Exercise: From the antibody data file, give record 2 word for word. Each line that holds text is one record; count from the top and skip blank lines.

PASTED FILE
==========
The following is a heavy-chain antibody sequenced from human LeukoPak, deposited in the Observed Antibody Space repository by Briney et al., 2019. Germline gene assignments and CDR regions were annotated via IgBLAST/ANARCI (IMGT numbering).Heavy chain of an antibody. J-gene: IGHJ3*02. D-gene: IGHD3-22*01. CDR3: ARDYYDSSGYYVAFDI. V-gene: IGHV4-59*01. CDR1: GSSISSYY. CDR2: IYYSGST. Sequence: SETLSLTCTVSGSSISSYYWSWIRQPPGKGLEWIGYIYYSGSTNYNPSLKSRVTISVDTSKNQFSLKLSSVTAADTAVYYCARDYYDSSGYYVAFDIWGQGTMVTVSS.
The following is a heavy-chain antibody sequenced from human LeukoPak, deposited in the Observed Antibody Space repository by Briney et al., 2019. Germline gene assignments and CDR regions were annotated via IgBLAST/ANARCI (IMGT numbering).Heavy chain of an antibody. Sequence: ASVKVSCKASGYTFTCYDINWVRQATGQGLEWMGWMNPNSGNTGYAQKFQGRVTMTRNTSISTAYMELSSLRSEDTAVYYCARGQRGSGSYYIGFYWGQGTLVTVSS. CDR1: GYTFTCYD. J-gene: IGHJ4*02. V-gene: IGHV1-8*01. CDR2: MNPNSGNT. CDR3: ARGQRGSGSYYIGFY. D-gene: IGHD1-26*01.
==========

The following is a heavy-chain antibody sequenced from human LeukoPak, deposited in the Observed Antibody Space repository by Briney et al., 2019. Germline gene assignments and CDR regions were annotated via IgBLAST/ANARCI (IMGT numbering).Heavy chain of an antibody. Sequence: ASVKVSCKASGYTFTCYDINWVRQATGQGLEWMGWMNPNSGNTGYAQKFQGRVTMTRNTSISTAYMELSSLRSEDTAVYYCARGQRGSGSYYIGFYWGQGTLVTVSS. CDR1: GYTFTCYD. J-gene: IGHJ4*02. V-gene: IGHV1-8*01. CDR2: MNPNSGNT. CDR3: ARGQRGSGSYYIGFY. D-gene: IGHD1-26*01.